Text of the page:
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Pol. Though this be madness, yet there's method in it. [Aside.] Will you walk out of the air, my lord?
Ham. Into my grave?
Pol. Indeed, that is out o'the air.—How pregnant sometimes his replies are !6 a happiness that often madness hits on, which reason and sanity could not so pros. perously be delivered of. I will leave him, and suddenly' contrive the means of meeting between him and my daughter.-My honourable lord, I will most humbly take my leave of you.
Ham. You cannot, sir, take from me any thing that I will more willingly part withal; except my life, except my life, except my life.
Pol. Fare you well, my lord.
Enter ROSENCRANTZ' and GUILDENSTERN.
Ham. My excellent good friends! How dost thou, Guildenstern? Ah, Rosencrantz! Good lads, how do ye both ?
Ros. As the indifferent children of the earth.
Guil. Happy, in that we are not overhappy ;
Ham. Nor the soles of her shoe?
Ham. Then you live about her waist, or in the middle of her favours?
Guil. 'Faith, her privates we.
Han. In the secret parts of fortune? O, most true; she is a strumpet. What news?
How pregnant &c.] Pregnant is ready, dexterous, apt. So, in Twelfth Night :
and suddenly &c.] This and the greatest part of the two following lines are omitted in the quartos. Steevens.
Rosencrantz - ] There was an embassador of that name in England about the time when this play was written. Steevens.
Ras. None, my lord; but that the world 's grown honest.
Ham. Then is dooms-day near: But your news is not true. (Let me question more in particular: What have you, my good friends, deserved at the hands of fortune, that she sends you to prison hither?
Guil. Prison, my lord!
Ham. A goodly one; in which there are many confines wards, and dungeons; Denmark being one of the worst.
Ros. We think not so, my lord.
Ham. Why, then 'tis none to you; for there is nothing either good or bad, but thinking makes it so: to me it is a prison.
Ros. Why, then your ambition makes it one; 'tis too narrow for your mind.
Ham. O God! I could be bounded in a nut-shell, and count myself a king of infinite space; were it not that I have bad dreams.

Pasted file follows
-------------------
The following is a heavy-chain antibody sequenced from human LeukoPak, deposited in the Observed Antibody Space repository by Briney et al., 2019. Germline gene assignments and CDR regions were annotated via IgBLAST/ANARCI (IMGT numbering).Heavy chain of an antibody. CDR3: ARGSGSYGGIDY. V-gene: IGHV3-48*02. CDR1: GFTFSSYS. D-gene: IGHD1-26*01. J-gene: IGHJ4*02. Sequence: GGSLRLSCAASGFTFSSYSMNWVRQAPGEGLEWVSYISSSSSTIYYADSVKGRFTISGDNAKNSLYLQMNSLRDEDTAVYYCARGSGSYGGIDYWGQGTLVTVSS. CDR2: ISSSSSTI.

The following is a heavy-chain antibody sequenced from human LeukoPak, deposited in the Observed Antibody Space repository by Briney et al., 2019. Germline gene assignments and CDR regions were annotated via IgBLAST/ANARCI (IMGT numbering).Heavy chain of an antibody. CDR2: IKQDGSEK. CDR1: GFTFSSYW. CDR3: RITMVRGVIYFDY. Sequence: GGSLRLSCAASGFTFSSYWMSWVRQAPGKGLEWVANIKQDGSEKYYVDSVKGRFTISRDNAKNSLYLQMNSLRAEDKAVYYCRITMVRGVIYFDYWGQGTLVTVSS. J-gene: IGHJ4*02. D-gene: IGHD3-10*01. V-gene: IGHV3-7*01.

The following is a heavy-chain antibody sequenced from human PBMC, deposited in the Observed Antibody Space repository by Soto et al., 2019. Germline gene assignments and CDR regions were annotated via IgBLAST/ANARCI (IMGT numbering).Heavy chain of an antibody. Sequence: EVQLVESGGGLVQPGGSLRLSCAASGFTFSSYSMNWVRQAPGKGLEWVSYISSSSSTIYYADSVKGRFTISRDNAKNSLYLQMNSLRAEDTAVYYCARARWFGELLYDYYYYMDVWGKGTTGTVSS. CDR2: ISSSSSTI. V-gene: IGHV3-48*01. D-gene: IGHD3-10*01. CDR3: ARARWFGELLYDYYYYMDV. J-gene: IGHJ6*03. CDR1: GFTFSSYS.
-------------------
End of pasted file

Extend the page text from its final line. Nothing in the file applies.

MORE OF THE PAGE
Guil. Which dreams, indeed, are ambition ; for the very substance of the ambitious is merely the shadow of a dream.1
Ham. A dream itself is but a shadow.
Ros. Truly, and I hold ambition of so airy and light a quality, that it is but a shadow's shadow.
Ham. Then are our beggars, bodies;& and our monarchs, and outstretch'd heroes, the beggars' shadows: Shall we to the court? for, by my fay, I cannot reason.
Ros. Guil. We'll wait upon you.
9[Let me &c.] All within the crotchets is wanting in the quartos. Steevens.
the shadow of a dream.] Shakspeare has accidentally in. verted an expression of Pindar, that the state of humanity is rxsees ovag, the dream of a shadow. Fohnson. So, Davies :
“ Man's life is but a dreame, nay, less than so,
" A shadow of a dreame." Farmer. So, in the tragedy of Darius, 1603, by Lord Sterline:
“ Whose best was but the shadow of a dream.” Steevens.
Then are our beggars, bodies;] Shakspeare seems here to design a ridicule of those declamations against wealth and greatness, that seem to make happiness consist in poverty. Fohnson.
Ham. No such matter: I will not sort you with the rest of my servants ; for, to speak to you like an honest man, I am most dreadfully attended.] But in the beaten way of friendship, what make you at Elsinore?
Ros. To visit you, my lord; no other occasion.
Ham. Beggar that I am, I am even poor in thanks; but I thank you: and sure, dear friends, my thanks are too dear, a halfpenny.* Were you not sent for? Is it your own inclining? Is it a free visitation? Come, come; deal justly with me: come, come; nay, speak.
Guil. What should we say, my lord?
Ham. Any thing but to the purpose. You were sent for; and there is a kind of confession in your looks, which your modesties have not craft enough to colour: I know, the good king and queen have sent for you.
Ros. To what end, my lord ?
Ham. That you must teach me. But let me conjure you, by the rights of our fellowship, by the consonancy of our, youth, by the obligation of our ever-preserved love, and by what more dear a better proposer could charge you withal, be even and direct with me, whether you were sent for, or no? Ros. What say you?
[To Guil. Ham. Nay, then I have an eye of you ;4 [aside]—if you love me, hold not off.
Guil. My lord, we were sent for.
Ham. I will tell you, why; so shall my anticipation prevent your discovery, and your secrecy to the king and queen moult no feather. I have of late, (but, wherefore, I know not,) lost all my mirth, forgone all custom of exercises: and, indeed, it goes so heavily with my disposition, that this goodly frame, the earth, seems to me a steril promontory; this most excellent canopy, the air, look
too dear a halfpenny.) i. e. a halfpenny too dear: they are worth nothing. The modern editors read-at a halfpenny.